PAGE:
While we live in the age of streaming, old-fashioned broadcast television still has one advantage over services like Netflix and Hulu. It can broadcast live, which is key for sporting events, award shows and other cultural events that all but demand that you watch as they happen.
But now Netflix (NFLX) - Get Netflix Inc. Report is in the early stages of incorporating live streaming into its service, according to Deadline, which would expand the types of shows and events it can offer. It might even be the move the company needs to recover from its recent subscriber churn.
What Would Live Streaming Mean For Netflix?
Deadline’s report cautions that Netflix is just “exploring” adding live streaming features at the moment, and there’s no timetable for when the feature could be introduced.
But if Netflix follows through with plans to stream events right when they happen, it would allow the company to experiment with the type of television shows and events it offers, and how it offers them.
For example, the streaming service recently held the Netflix Is A Joke festival, featuring live sets from the likes of John Mulaney, Kevin Hart and Wanda Sykes.
Around 12 sets from the festival will appear on Netflix this month and next, but if Netflix brings the festival back next year, it will have the option to stream sets live, directly from the Netflix app.
Similarly, Netflix has begun moving into the reality tv competition world with the series “The Circle,” and the dance competition “Dance 100” is set to arrive soon. With live streaming, Netflix could introduce a live voting aspect for the competition shows, so fans can see who gets the crown and who gets eliminated in real time. This could potentially make the shows more of a social media must-see event.
Netflix has also begun making its own reality television series, and has been pushing the real estate series “Selling Sunset” as its answer to Bravo’s Kardashian-empire. With a live streaming feature, Netflix could air reunion specials as they happen, so fans can see how off-the-rail things get. (Which is the main selling point for reality TV.)
Could Live Streaming Help Netflix Finally Get Talk Shows Right?
One area that streaming services can’t seem to get right is the late night talk show. While shows like “Late Night With Seth Meyers” and “The Late Show with Stephen Colbert” are often viewed in pieces on YouTube, they’re still key parts of their networks’ brand identity and reliable ratings generators.
Netflix has experimented with talk shows in the past, including “The Break with Michelle Wolf” and “Patriot Act with Hasan Minhaj,” neither of them lasted very long, despite critical acclaim.
Perhaps television audiences just weren’t looking to Netflix for that sort of thing, yet. It does take time to change consumer behavior.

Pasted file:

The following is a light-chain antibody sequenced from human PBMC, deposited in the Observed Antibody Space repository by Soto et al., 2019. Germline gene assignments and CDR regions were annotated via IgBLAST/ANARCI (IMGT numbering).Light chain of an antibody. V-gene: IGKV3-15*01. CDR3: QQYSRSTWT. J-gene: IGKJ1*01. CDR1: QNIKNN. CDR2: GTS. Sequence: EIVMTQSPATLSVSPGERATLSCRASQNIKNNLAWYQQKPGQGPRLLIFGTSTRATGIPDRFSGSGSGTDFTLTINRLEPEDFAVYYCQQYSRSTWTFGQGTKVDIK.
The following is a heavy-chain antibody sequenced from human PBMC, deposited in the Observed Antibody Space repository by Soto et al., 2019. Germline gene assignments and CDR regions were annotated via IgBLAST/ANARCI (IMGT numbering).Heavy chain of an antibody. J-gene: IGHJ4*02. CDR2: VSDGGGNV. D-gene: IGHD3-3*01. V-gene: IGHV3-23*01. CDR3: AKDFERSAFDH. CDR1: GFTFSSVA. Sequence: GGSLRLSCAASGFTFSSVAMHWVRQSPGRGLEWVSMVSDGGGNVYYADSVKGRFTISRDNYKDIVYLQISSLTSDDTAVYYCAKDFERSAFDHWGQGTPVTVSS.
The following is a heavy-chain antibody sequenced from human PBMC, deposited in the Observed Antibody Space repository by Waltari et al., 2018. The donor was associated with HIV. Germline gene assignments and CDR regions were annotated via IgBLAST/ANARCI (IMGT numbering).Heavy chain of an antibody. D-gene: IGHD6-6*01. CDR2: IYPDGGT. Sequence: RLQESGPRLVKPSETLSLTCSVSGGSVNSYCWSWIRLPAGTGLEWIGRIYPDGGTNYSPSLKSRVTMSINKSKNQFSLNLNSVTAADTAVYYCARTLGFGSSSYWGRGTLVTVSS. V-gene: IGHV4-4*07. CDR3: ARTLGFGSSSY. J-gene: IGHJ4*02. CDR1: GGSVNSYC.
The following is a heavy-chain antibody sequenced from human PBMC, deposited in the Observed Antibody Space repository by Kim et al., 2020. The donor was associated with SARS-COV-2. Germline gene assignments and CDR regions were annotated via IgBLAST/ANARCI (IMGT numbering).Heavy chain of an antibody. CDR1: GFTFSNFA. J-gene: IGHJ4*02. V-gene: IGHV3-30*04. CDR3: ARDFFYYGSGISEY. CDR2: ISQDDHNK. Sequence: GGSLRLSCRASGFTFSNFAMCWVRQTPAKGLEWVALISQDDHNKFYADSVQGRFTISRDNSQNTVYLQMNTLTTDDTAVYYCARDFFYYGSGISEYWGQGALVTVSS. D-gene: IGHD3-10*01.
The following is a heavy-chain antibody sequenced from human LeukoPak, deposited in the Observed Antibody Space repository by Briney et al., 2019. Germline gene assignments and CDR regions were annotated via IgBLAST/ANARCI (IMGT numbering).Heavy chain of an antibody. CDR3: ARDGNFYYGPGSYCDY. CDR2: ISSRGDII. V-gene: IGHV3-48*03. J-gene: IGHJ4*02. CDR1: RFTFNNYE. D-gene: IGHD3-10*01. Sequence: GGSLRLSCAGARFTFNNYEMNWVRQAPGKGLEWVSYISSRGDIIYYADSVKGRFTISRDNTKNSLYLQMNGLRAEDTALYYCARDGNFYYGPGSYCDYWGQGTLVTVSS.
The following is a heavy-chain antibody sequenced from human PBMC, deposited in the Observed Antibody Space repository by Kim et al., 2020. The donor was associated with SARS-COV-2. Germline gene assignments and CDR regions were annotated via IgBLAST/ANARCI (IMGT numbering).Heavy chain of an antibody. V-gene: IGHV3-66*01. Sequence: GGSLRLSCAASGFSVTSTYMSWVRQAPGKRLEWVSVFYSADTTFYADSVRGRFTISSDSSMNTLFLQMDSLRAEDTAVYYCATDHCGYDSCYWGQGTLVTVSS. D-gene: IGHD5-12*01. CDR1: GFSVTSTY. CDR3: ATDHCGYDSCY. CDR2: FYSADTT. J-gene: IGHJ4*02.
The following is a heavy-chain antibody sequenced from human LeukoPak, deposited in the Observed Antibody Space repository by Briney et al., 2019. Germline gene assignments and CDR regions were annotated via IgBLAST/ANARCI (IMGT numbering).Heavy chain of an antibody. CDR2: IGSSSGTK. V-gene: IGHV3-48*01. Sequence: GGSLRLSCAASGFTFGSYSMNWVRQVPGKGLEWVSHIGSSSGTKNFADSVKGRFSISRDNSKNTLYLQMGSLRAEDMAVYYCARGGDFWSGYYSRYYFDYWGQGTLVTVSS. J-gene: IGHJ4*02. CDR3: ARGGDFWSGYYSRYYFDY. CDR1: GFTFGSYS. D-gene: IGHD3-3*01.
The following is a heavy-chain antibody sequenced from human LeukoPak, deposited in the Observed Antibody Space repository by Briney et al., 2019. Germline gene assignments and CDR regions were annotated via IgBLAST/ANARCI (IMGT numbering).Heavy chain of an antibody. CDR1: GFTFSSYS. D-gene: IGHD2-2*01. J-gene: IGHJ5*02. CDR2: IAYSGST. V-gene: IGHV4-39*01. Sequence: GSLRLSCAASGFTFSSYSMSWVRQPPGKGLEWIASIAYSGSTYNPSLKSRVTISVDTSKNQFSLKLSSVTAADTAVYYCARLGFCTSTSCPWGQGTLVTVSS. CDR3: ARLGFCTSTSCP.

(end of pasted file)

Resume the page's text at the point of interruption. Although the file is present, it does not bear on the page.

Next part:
But airing the shows live as they happen might give them more spontaneity and energy, eventually getting Netflix users accustomed to the idea that its talk shows are just as legit as what can be found on traditional linear Networks.
While live sports events are absolutely crucial for networks like ABC and NBC (big ticket NFL games are the most watched things on television every year), Netflix doesn’t have much of a footprint in the sporting world, beyond its F1 series “Drive to Survive” and various documentaries.
Apple TV+ already has an exclusive livestreaming deal with Major League Baseball for "Friday Night Baseball," and it is working on a livestreaming deal with the National Football League.
While it would be quite a swing for Netflix to try to livestream high profile sporting events (those would be very expensive to license, and would require drastically outbidding the traditional networks) that's now a notion that’s more feasible than it would have been a year ago.
Why Is Netflix Looking Into Live Streaming?
Part of the reason that Netflix is exploring livestreams is that it doesn’t want to get left behind by its rivals.
Hulu recently announced plans to livestream sets from the music festivals Bonnaroo, Lollapalooza and Austin City Limits through 2023, and Disney+ live streamed the Academy Awards in February.
But beyond that, the company lost “200,000 global subscribers in the first quarter of the year,” and cracking down on password sharing can only do so much to make up for lost revenue.
It needs to start being more focused with the material that it produces, but it also needs to start experimenting more, which live streaming should help with.
Nabbing the rights to a few more high-profile events or producing them in-house could help Netflix stave off subscriber churn. But live streaming can also help the company by making its ludicrous and juicy reality shows even more dramatic and juicy.
Netflix changed the world by making streaming the way to watch TV. But time moves fast, and now it needs to catch up.